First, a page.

The Do’s and Don’t of Bleach Use

Bleach is a popular household chemical that definitely gets the job done when there is a tough job to do. However, using bleach comes with some cautions that anyone who chooses to use it should heed.

What is Bleach?

Bleach is created when an electric shock cuts through water and salt to divide the atoms. This leaves chlorine and caustic soda. When these two are combined, they create bleach. The combination is what makes bleach a substance to be used with caution.

But Isn’t Bleach Organic?

Yes, bleach comes from an organic compound, but that does not guarantee that it is non-toxic. It is the chemical reaction that occurs that creates the toxic substance. Remember, not all organic compounds are healthy, such as arsenic, which is found in the pits of many fruits, rhubarb leaves and mistletoe.

What Not to Do and What to Do

  • Don’t mix bleach with ammonia. When mixed with ammonia, it creates a toxic gas that can cause lungs to stop functioning. Urine has ammonia in it, and many toilet cleaning products have bleach in them.
  • Do choose a safer cleaning product when available. A safer way to clean your toilet bowl is with good old fashioned vinegar and baking soda.
  • Don’t combine bleach with dish soap. Chlorine combined with dish soap creates what is known as Mustard gas. A deadly gas used in World War 1.
  • Do dilute bleach with water. Use 1/4 cup bleach to 5-gallons of water. It is much safer this way and effective even for most tough jobs around the house.
  • Don’t inhale bleach. When inhaled in gas form, it can cause cancer, birth defects, infertility, miscarriage, and diabetes.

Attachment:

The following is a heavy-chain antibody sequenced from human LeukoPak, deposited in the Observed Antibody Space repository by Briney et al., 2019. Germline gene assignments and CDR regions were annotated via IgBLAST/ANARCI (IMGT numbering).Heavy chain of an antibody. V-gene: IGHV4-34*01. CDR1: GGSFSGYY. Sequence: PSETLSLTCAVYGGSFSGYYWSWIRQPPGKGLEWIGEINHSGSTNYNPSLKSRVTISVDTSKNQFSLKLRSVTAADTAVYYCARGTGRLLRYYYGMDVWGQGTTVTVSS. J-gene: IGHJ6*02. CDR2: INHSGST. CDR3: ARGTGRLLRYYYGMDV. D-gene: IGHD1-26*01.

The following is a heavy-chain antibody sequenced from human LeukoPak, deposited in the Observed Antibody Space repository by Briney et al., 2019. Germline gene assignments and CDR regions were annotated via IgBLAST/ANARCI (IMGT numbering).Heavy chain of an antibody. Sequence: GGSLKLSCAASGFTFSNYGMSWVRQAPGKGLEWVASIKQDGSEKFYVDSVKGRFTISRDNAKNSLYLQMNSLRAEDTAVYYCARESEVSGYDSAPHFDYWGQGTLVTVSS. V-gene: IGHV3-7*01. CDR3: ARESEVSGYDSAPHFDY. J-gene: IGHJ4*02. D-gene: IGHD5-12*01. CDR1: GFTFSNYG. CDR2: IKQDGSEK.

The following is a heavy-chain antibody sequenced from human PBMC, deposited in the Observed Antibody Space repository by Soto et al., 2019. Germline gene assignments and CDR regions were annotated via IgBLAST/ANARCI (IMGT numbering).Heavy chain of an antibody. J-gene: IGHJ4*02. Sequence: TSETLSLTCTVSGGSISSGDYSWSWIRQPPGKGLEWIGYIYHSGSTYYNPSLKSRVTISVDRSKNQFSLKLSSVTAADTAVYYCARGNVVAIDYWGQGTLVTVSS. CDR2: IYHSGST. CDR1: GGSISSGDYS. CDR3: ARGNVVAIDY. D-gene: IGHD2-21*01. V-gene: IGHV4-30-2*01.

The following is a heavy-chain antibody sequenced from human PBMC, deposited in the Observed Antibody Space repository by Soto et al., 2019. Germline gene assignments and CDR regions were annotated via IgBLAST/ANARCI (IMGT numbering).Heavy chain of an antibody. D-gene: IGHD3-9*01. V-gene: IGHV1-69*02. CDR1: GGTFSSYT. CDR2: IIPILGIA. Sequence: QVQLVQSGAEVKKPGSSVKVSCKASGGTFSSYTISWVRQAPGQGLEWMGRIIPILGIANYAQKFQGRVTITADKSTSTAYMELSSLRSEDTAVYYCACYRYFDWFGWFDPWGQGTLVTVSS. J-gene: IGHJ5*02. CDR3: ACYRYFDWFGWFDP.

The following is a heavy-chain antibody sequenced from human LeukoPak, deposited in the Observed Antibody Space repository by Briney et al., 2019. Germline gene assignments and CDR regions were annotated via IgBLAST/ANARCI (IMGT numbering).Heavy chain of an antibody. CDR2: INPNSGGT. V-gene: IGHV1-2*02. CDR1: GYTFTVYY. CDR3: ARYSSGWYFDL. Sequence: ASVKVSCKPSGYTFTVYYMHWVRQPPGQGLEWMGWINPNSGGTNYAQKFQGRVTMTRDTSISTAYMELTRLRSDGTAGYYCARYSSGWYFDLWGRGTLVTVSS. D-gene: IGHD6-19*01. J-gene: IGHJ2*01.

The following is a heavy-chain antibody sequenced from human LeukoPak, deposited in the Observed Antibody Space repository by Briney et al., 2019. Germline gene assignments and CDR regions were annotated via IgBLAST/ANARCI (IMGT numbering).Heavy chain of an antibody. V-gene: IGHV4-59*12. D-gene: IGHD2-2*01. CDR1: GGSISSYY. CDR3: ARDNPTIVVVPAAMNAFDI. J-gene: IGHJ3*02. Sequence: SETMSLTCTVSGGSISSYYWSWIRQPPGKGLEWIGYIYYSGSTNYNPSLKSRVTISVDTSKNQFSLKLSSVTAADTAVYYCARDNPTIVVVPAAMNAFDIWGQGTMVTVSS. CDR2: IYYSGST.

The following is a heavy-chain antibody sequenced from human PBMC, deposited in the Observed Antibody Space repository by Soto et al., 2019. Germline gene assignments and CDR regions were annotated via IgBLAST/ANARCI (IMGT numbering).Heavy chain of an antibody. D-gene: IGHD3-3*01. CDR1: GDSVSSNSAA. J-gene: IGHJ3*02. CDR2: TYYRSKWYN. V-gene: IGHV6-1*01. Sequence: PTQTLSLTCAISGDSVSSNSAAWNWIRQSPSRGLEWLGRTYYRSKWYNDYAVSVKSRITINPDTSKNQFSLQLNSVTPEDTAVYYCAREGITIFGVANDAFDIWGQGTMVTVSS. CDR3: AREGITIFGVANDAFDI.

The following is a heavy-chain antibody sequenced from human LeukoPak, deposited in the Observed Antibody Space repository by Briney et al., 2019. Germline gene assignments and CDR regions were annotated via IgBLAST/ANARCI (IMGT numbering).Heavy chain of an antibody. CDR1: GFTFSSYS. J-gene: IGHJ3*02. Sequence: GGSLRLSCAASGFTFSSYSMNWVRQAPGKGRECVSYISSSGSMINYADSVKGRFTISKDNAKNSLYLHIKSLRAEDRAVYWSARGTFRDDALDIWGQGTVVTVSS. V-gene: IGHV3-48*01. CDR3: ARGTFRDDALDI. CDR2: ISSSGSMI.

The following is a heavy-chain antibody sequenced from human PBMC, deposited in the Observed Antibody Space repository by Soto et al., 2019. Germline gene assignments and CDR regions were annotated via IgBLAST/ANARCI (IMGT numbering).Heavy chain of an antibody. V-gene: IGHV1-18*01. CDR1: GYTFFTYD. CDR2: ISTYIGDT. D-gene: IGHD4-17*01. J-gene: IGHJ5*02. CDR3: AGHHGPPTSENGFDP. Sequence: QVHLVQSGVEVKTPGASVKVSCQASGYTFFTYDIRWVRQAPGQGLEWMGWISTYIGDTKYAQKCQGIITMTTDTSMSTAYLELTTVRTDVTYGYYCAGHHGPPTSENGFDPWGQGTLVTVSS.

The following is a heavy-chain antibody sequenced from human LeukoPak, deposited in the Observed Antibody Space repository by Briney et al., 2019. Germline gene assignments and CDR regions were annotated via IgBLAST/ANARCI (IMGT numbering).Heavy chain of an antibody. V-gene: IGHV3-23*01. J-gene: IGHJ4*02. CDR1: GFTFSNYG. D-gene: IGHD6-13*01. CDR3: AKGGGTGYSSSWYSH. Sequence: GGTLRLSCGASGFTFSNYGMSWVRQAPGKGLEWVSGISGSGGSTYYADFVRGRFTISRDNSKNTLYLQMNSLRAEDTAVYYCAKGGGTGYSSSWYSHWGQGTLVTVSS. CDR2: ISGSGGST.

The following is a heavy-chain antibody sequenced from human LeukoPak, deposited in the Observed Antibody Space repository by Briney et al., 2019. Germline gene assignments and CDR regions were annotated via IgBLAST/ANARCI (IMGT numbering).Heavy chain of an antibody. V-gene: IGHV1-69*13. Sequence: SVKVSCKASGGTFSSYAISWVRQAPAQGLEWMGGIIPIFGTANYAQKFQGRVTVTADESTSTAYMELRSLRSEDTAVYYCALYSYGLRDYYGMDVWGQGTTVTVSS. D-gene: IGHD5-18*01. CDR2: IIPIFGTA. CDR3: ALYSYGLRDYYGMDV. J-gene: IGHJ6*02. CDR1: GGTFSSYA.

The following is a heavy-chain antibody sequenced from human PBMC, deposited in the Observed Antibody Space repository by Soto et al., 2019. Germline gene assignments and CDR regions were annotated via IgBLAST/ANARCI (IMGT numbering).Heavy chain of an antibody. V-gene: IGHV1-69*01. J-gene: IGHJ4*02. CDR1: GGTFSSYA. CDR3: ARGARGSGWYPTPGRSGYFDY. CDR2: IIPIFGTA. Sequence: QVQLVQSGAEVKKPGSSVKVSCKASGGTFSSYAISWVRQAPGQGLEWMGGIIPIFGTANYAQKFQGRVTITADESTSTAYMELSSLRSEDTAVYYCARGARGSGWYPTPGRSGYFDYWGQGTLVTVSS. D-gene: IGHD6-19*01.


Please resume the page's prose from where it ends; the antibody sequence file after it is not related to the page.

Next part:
• Do open a window or turn a fan on when using bleach. Always have ventilation in any room where you are using bleach. Try not to use undiluted bleach in a small space. If you are very sensitive, wear a mask over your mouth and nose.
  • Don’t get bleach on your skin. It can cause chemical burns to the skin and eyes. In some cases, it can even cause frostbite.
  • Do wear gloves at all time when working with bleach. If you do get bleach on your skin, wash it off immediately.
  • Don’t ingest bleach. Ingesting bleach is corrosive to your gastrointestinal tract.
  • Do keep bleach out of the reach of curious children and pets. Put bleach on a top shelf where it cannot be reached.

cleaningBleach is Found in Many Common Products

Over 15,000 common household products use bleach, including cleaners, sprays, wipes, disinfectants and more. Bleach is also found in teeth whiteners, hair colors and skin whiteners.

Chlorine is used to make PVC plastics, pesticides, herbicides and pharmaceuticals. Bleach disinfects well, or city water, and is used in making artificial sweeteners such as Splenda. It is also what makes paper white. In fact, what you ‘wipe’ with, unless it is labeled “green”, very likely also contains bleach!

What can I Use Instead of Bleach?

For cleaning and household purposes, there are many alternatives to caustic bleach.

  • White vinegar – for cleaning and disinfecting
  • Tea tree oil – for disinfecting
  • Baking soda – removal of spots and stains
  • Boiling water – for disinfecting
  • Hydrogen peroxide – removal of stains
  • Sunlight – lightening and disinfecting
  • Lemon Juice – lightener

-The Alternative Daily


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